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'The Bachelorette' Recap: Desiree Hartsock Slut-Shames in First Episode

On Monday, season nine of The Bachelorette premiered on ABC. Some of y’all may already be on top of this information, having watched the entire two-hour parade of traditionally attractive men and Desiree’s unnecessary tears … and enjoyed it. But if you’re anything like me, you’re watching with at least a little irony. You know — we all know— that the Bachelor franchise reinforces basically everything that’s wrong in the world. As I was watching on Monday, though, there was a storyline that simultaneously made me applaud Desiree Hartsock and shake my head at her place in this staple of our sexist culture.

At the beginning of the premiere, all the men got out of a limo and presented themselves to Desiree. One man, Jonathan, gave Desiree a keycard to a hotel suite and invited her to go there with him that night. “I’m not that kind of girl,” she responded, obviously put off. Later, he propositioned her again; she denied him again with the same words. Finally, he tried to take her by the hand and go to a private place. She repeated herself and promptly sent him home.

Good, I thought. The act of propositioning a woman for sex immediately upon meeting her is arrogant and entitled on its own, but to continue to make the same advances after the woman has made her answer clear is sexual harassment. Desiree sending Jonathan home showed women that they don’t have to grin and bear it in the face of a frustrating — and maybe even frightening — suitor. She was strong and straightforward. It was almost a feminist move.

But the way she did it — oh, the way she did it. She could have said almost anything else. “I’m not interested,” or “I don’t want to do that right now,” or “What the hell?” would have been fine. But no. The words she used were, “I’m not that kind of girl.”

“That kind of girl:” a woman who would sleep with a guy the night she met him, and enjoy it. You know. A slut. When Desiree stood up for herself, she was also slut-shaming every woman who has ever had fun on a one-night stand.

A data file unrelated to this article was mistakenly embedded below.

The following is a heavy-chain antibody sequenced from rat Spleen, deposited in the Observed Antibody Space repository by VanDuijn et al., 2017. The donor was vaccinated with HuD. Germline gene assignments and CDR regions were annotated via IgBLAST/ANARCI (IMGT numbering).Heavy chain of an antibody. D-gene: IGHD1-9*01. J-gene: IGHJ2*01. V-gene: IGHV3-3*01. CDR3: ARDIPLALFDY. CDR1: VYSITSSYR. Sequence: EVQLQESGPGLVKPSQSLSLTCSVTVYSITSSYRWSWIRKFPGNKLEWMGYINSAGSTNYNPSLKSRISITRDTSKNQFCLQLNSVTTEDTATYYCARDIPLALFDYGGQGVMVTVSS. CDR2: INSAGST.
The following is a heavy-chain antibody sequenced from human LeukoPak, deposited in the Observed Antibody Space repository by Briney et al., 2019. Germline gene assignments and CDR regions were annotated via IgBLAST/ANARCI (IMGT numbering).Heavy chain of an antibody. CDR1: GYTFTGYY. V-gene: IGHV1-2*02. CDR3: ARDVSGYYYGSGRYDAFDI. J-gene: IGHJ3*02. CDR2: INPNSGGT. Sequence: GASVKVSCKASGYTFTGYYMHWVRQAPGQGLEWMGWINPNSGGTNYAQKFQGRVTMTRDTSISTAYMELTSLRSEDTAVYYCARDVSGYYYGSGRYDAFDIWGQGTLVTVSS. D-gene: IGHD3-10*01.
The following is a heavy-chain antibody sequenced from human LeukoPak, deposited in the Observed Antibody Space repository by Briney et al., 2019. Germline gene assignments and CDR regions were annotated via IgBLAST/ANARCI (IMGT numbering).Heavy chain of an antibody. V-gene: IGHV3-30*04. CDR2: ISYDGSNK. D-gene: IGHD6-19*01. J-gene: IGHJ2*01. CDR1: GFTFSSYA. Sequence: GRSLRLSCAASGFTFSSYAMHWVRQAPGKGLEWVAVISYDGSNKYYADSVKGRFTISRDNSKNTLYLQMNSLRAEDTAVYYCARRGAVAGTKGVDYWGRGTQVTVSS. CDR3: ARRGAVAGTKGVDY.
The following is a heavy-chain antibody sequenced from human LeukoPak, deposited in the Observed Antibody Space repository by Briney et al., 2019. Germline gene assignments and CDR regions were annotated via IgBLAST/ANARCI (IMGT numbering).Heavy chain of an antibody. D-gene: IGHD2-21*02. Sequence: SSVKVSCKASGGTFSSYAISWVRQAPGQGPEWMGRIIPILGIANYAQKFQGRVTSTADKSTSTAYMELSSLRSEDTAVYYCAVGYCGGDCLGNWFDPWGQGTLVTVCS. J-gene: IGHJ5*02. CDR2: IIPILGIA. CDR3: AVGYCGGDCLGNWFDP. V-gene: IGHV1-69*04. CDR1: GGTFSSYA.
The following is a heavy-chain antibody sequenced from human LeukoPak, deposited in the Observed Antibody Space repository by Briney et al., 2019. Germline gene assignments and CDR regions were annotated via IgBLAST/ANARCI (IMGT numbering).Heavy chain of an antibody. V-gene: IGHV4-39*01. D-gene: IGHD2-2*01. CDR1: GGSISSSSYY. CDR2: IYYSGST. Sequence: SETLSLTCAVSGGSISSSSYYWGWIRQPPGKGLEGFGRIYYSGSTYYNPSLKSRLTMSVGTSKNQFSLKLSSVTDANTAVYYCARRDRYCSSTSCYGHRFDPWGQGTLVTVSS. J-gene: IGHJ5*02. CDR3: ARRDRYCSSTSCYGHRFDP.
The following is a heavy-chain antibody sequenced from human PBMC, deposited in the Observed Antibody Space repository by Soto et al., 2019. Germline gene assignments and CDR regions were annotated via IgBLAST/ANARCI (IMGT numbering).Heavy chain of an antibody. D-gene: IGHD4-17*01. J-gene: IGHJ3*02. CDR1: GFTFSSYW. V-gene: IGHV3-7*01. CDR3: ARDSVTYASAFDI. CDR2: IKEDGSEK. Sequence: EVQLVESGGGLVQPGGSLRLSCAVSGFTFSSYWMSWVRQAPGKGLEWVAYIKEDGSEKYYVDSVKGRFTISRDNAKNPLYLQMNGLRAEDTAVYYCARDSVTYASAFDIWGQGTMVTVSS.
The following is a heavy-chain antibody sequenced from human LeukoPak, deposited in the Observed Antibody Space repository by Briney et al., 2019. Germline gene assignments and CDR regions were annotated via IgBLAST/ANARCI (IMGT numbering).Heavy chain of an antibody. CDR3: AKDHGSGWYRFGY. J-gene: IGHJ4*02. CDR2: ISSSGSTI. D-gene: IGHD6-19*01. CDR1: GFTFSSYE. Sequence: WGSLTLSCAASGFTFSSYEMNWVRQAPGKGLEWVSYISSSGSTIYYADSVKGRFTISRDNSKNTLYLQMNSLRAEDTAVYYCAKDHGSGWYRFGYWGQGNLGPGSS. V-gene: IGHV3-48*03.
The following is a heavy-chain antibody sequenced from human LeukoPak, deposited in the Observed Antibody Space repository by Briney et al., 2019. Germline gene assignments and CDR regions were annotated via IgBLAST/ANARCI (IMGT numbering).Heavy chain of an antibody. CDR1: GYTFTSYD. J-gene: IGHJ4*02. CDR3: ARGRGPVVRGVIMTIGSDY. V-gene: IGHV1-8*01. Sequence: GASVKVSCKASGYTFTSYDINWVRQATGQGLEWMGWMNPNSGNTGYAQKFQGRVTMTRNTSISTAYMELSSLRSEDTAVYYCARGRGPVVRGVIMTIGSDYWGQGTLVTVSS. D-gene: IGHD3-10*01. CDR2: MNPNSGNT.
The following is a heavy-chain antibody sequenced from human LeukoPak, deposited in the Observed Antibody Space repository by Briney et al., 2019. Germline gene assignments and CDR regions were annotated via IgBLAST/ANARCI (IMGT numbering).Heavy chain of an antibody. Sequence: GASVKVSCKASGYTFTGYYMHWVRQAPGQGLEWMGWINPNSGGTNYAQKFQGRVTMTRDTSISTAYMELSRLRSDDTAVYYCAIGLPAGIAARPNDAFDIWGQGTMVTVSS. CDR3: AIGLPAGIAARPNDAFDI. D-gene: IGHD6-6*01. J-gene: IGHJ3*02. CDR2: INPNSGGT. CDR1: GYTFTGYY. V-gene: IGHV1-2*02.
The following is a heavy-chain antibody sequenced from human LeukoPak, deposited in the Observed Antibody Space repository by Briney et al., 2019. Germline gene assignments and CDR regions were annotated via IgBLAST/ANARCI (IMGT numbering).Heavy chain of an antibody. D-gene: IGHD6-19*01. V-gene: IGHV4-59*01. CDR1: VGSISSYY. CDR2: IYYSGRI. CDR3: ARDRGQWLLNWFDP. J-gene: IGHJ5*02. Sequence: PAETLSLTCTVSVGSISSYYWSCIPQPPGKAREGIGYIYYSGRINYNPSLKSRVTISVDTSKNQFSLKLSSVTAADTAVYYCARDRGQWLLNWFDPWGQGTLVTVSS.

The ironic thing, of course, is that Desiree is about to embark on a journey in which she will go on dates with, develop feelings for, and yes, hook up with a wide variety of men in a relatively short period of time. Because of the way the show is structured, you sort of have to be a slut to be the Bachelor or the Bachelorette. But it’s different! The Bachelorette princesses aren’t real sluts…because they’re looking for love. Sex might happen along the way, sure, but certainly not in the first few weeks, and certainly not just because they’re horny. If they do have sex, it’s a choice they make because of a deep emotional connection.

Don’t get me wrong; I do support Desiree’s choice to turn that guy away. I would support her choice to wait until marriage to have sex, like the last Bachelor, if that’s what she wanted to do. I’m also not looking for the Bachelor franchise to come out with a progressive feminist statement promoting all consensual expressions of sexuality. I’m not that much of a dreamer.

What would make me happy, though, is for the show – and our culture more generally – to stop saying that sex isn’t a part of the beginning of fairy-tale love. Sometimes it is. It would be great to see a Bachelorette say, “Yeah, no, sex is a really important part of my connection with my future partner,” or even, “I have all of these superhot men around me and I’d love some sex right now,” and spend a night with a guy if that was what she wanted to do.

But somehow, I don’t think that’s going to happen any time soon. Until then, I’ll keep watching The Bachelorette (ironically, of course) and hope that Desiree makes more of those strong, direct moves — this time without shaming women who might choose differently.

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